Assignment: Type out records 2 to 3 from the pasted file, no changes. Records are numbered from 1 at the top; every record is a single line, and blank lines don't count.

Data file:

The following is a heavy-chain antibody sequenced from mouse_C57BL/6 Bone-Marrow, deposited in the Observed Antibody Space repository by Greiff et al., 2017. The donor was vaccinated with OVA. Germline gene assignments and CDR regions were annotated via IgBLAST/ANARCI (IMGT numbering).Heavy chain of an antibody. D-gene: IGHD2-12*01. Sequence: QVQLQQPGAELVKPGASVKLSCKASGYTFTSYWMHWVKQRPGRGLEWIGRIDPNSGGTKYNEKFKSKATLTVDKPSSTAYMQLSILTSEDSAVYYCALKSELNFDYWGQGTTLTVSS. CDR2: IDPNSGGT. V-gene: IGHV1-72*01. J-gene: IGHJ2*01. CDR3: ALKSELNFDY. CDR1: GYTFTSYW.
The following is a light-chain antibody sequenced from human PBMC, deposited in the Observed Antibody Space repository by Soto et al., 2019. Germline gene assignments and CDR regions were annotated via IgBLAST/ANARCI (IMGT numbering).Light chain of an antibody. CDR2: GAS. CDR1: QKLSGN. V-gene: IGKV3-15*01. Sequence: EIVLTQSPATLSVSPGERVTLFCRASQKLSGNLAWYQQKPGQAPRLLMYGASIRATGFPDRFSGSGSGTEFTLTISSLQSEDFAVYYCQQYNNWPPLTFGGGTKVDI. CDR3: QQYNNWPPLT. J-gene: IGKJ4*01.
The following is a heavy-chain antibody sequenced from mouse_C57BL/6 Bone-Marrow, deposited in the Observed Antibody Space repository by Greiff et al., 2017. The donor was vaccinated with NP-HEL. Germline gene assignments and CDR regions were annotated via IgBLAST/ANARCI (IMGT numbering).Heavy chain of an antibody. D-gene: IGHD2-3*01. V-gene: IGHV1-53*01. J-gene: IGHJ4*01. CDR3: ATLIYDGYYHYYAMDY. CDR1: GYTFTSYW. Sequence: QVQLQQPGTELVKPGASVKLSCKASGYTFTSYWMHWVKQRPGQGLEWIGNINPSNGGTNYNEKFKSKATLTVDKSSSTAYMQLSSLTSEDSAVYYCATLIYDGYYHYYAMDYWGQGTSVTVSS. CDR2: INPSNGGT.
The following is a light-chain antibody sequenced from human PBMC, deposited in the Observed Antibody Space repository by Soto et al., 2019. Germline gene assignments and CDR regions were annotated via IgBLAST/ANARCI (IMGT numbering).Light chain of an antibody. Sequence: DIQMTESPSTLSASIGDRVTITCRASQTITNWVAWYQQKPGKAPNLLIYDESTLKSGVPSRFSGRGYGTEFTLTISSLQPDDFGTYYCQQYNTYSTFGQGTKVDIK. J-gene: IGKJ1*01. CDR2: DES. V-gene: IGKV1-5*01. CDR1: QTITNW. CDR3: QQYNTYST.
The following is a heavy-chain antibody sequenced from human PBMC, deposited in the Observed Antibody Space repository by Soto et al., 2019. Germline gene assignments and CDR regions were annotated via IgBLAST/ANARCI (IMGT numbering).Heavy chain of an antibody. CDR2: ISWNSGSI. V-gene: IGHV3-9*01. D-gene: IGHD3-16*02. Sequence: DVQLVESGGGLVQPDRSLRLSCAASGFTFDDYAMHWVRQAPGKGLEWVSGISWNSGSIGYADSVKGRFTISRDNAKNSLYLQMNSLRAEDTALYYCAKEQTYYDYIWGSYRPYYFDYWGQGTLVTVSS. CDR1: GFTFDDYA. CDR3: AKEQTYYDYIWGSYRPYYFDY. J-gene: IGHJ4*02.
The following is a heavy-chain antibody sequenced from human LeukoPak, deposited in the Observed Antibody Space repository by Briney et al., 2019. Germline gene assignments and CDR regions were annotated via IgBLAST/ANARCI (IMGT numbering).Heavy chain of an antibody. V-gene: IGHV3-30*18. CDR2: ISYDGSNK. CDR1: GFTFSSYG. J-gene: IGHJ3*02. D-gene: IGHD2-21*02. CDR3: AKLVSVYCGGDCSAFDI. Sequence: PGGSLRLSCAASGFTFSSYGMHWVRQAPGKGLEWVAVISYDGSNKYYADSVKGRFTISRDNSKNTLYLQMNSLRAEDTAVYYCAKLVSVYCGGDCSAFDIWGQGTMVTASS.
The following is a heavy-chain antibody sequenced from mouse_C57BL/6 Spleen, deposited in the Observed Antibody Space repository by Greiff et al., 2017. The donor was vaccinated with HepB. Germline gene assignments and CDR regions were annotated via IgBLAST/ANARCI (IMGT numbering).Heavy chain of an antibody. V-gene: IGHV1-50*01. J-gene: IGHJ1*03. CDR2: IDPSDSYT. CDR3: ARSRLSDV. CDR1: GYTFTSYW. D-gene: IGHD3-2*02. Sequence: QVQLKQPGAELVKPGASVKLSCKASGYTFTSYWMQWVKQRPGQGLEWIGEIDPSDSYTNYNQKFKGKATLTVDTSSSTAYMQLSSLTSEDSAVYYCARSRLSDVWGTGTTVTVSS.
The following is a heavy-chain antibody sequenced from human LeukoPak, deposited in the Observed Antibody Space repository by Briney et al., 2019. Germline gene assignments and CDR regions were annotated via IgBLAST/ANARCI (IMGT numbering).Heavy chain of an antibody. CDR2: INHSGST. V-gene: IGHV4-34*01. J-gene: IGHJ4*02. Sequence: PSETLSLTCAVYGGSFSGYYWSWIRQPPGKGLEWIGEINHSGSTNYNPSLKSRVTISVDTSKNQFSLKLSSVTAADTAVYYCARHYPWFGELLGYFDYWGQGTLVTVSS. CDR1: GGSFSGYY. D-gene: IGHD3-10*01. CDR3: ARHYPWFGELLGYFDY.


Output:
The following is a light-chain antibody sequenced from human PBMC, deposited in the Observed Antibody Space repository by Soto et al., 2019. Germline gene assignments and CDR regions were annotated via IgBLAST/ANARCI (IMGT numbering).Light chain of an antibody. CDR2: GAS. CDR1: QKLSGN. V-gene: IGKV3-15*01. Sequence: EIVLTQSPATLSVSPGERVTLFCRASQKLSGNLAWYQQKPGQAPRLLMYGASIRATGFPDRFSGSGSGTEFTLTISSLQSEDFAVYYCQQYNNWPPLTFGGGTKVDI. CDR3: QQYNNWPPLT. J-gene: IGKJ4*01.
The following is a heavy-chain antibody sequenced from mouse_C57BL/6 Bone-Marrow, deposited in the Observed Antibody Space repository by Greiff et al., 2017. The donor was vaccinated with NP-HEL. Germline gene assignments and CDR regions were annotated via IgBLAST/ANARCI (IMGT numbering).Heavy chain of an antibody. D-gene: IGHD2-3*01. V-gene: IGHV1-53*01. J-gene: IGHJ4*01. CDR3: ATLIYDGYYHYYAMDY. CDR1: GYTFTSYW. Sequence: QVQLQQPGTELVKPGASVKLSCKASGYTFTSYWMHWVKQRPGQGLEWIGNINPSNGGTNYNEKFKSKATLTVDKSSSTAYMQLSSLTSEDSAVYYCATLIYDGYYHYYAMDYWGQGTSVTVSS. CDR2: INPSNGGT.